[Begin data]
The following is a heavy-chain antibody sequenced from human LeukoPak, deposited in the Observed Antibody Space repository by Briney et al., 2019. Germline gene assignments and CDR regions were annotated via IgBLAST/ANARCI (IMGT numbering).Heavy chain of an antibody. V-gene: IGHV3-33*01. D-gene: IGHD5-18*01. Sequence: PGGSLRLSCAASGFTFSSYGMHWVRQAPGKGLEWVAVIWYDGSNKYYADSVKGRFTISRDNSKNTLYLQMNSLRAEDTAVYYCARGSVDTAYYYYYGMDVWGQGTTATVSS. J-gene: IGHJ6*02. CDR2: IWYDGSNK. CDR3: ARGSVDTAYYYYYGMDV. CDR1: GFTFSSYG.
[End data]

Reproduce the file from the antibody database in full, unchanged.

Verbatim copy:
The following is a heavy-chain antibody sequenced from human LeukoPak, deposited in the Observed Antibody Space repository by Briney et al., 2019. Germline gene assignments and CDR regions were annotated via IgBLAST/ANARCI (IMGT numbering).Heavy chain of an antibody. V-gene: IGHV3-33*01. D-gene: IGHD5-18*01. Sequence: PGGSLRLSCAASGFTFSSYGMHWVRQAPGKGLEWVAVIWYDGSNKYYADSVKGRFTISRDNSKNTLYLQMNSLRAEDTAVYYCARGSVDTAYYYYYGMDVWGQGTTATVSS. J-gene: IGHJ6*02. CDR2: IWYDGSNK. CDR3: ARGSVDTAYYYYYGMDV. CDR1: GFTFSSYG.